CSA News, the magazine of three related societies: the Agronomy Society of America, Crop Science Society of America, and Soil Science Society of America, published an article in its January 2021 issue describing research led by research scientist Robinson Negrón Juárez, on behalf of the NGEE-Tropics project. The article highlights a paper published recently in the Vadose Zone Journal, which evaluates soil moisture dynamics in Amazon tropical forest.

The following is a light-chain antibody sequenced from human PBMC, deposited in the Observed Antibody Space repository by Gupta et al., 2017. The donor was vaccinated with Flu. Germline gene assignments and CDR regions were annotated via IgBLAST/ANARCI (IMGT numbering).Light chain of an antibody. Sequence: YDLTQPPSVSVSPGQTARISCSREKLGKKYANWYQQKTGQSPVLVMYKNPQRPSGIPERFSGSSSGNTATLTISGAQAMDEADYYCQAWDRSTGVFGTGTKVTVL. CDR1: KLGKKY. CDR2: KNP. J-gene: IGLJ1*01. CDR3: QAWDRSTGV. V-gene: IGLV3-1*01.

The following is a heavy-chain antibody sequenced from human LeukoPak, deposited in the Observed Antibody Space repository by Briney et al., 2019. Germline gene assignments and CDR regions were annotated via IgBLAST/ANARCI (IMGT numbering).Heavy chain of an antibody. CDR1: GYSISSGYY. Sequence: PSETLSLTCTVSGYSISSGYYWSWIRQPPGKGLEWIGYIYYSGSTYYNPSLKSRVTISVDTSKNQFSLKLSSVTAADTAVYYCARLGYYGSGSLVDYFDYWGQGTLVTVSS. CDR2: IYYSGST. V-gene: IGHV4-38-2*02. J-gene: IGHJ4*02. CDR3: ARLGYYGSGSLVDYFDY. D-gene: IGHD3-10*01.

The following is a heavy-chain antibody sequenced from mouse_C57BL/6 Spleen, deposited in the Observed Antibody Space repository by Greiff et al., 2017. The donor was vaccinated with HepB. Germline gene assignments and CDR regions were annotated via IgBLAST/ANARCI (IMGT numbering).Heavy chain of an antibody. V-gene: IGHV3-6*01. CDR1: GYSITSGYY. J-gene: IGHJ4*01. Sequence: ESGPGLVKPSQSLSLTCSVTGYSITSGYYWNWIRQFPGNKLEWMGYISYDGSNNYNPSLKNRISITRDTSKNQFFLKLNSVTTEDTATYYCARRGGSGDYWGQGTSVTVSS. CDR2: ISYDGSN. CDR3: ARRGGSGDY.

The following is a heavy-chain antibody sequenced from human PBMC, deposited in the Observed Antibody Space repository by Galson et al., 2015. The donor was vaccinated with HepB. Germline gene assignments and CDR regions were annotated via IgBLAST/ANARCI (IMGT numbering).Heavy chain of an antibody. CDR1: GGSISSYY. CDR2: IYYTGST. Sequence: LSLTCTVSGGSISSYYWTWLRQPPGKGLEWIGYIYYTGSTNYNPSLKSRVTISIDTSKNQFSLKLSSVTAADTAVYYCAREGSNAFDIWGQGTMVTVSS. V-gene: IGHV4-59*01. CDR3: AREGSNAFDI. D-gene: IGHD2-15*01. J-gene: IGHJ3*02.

Soil moisture plays an important role in the hydrological, biogeochemical, and energy budgets of terrestrial ecosystems. Logistical constraints can make it difficult to obtain accurate soil moisture measurements in remote ecosystems such as the Amazon. The paper described the work of researchers, including Juárez, Jeff Chambers, and Boris Faybishenko, to develop a field‐based calibration of time domain reflectometry (TDR) sensors in a central Amazonian old‐growth upland forest. The team set out to evaluate how well the calibrated sensors work to determine changes in soil moisture at various depths extending 14.2 meters below ground, and across different time intervals in wet and dry seasons. They found soil moisture varied significantly by depth and over time due to soil-texture differentiation, root uptake depths, and event and seasonal precipitation. Results of this study help to enhance our understanding of eco-hydrological processes within tropical forests, and to improve model representation of these systems in the context of changing environmental conditions.